Susan's Blog

Thursday, November 13, 2008

The Post-22 Sword of Damocles

I still do not know what to do about my missing Nat so much. This feeling makes me want to bring him home, take him out of there, even though they seem to love him and care for him well. It has nothing to do with them. It is about me, and this unresolved pain. I can’t stand it. It still flares up, every single day. Planning his birthday is especially hard. Thinking about Chanukah, and what to do for the eight days. Wanting him home, then seeing him just lie around on the couch when he’s here.

Sometimes I do not know where I end and Nat begins. I cried to Ned last night, lying on his shoulder, the best bed on earth. “I want him back, I was wrong to send him away,” I said. “Can’t I have him back? We promised each other that if one of us was unsure…”
Ned waited a moment, as he does, measuring his words carefully. “We can,” he said at last, “but I don’t think we should. He’s doing really well there.” Then: “Does he seem sad to you?”

This made me cry some more. My nose was flooding, disgusting. I think Max and Hannah could hear me down the hall. “No,” I said. But it did not make a difference. I just kept crying. “I shouldn’t have done it,” I said. “Why does it have to be this way?” It. It was this way, meaning, there is no good solution. It means that there were times when Nat really scared me, and his brothers. There was a time, a year ago, when he could not be calmed, he was anxious all the time, and he would fly into rages, running out of the house, pinching us, scratching. As if he were telling us he could not stand to be here, either, with our unpredictability, our inability to understand him, our noises, our lights, the stupid weather, sudden changes of plans. What could I do? I could not handle it. I can only do schedule boards and penny rewards and calendars and stay organized for so long. I’m naturally sloppy, changeable. I could not help him. Why did it have to be that way?

And then even when things improved in Nat’s attitude, there was the Sword of Damocles, the post-22, the end of childhood to consider, ready to drop upon us. There was the matter of the state’s cruel radar screen. The bureaucracy that determines who gets funding as an adult and who does not. The legend that goes around, that if your kid is in residential, he is more likely to get housing and supports as an adult.

It’s good for him, it’s good for him. Meanwhile I hear from others I know, adult autistics, about how they hated residential, how they hate Risperadal, ABA, all of these approaches we take in the name of helping our children. And I get so scared that once again I am on the wrong path. I had this child whom I love more than my own life, yes, that is true, I have to say that. And I feel sometimes like I have failed him because there are no real answers, there is no one I trust except Ned, and he’s telling me to hold on. So together maybe we’ll duck the Sword and the five of us will get out of this alive. I hope.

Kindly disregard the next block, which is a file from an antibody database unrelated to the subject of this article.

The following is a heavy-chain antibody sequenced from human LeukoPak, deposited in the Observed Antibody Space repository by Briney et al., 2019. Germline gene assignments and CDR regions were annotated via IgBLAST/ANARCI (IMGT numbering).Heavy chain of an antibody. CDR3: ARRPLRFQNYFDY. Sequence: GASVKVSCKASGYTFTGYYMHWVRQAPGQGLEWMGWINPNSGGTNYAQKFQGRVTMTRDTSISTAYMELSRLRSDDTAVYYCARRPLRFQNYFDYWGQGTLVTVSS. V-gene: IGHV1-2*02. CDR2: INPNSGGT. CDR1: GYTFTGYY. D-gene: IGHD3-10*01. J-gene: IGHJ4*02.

My heart aches for you. Your words are so clear and the pictures you paint just hurt my heart sometimes, you are so honest and raw. Being a mother can be so very painful. Sending you hugs. Nance in texas

— added by Anonymous on Thursday, November 13, 2008 at 7:53 pm

I know you’re hurting like more than anything over this.

Ned’s right about him doing well there. I mean, phone conversations! Hold on to them.

Trying to add brevity…

“Wanting him home, then seeing him just lie around on the couch when he’s here.”

Sounds like a Mom and her kid home from college 🙂

Hang in there.

— added by Someone Said on Friday, November 14, 2008 at 7:32 am

I think it is important to express yourself through your posts and if someone doesn’t like what they hear or read then not to read the blog.

I am going through the very same issues with my daughter (as you know) and it hasn’t been very long. When I write posts in my blog it helps me deal and come to grips with my life and decisions—namely, Meghan and residential.

My daughter was so much like your son—her behaviors were so extreme and hard to predict that I really had no choice, but knew that it was the best thing to do for her—education, therapy, and behavior plan-wise. I think I once wrote in a blog that I love her enough to help her in this way, it’s not about me it’s about her and her future.

I also know that Meghan is not crying and screaming to come home and that is a good thing. I will never forget the horrible day that she entered the school—I was very brave because I needed to be, but inside I was fighting a war. I cry just writing about it, including now, but I know that it is the best decision for our whole family not just for Meghan. You are right; it is for their future and getting into the better programs. But they know we love them.

— added by Holly Nappi Collins on Friday, November 14, 2008 at 9:45 am

Hang tough Susan, because it’s the best for your family. I am your friend, and the brutal truth is that Nat should not come home to mend your heart. Your feelings are honest and understandable, but Nat is learning and spreading his wings outside your loving hearth, and based on your descriptions (that sound oh-so-familiar) of life a year ago, that’s a miracle.

Can you get together more with Nat at his house? Seeing him at your home reinforces the void when he leaves, but maybe seeing your young man in his new environment might reinforce all the things he’s learning.

You and Ned have done such a wonderful job with all your boys, I have tremendous respect for you both. It gives me hope that Jared will achieve even more great things in the years to come. Hug your boys and be proud. Lisa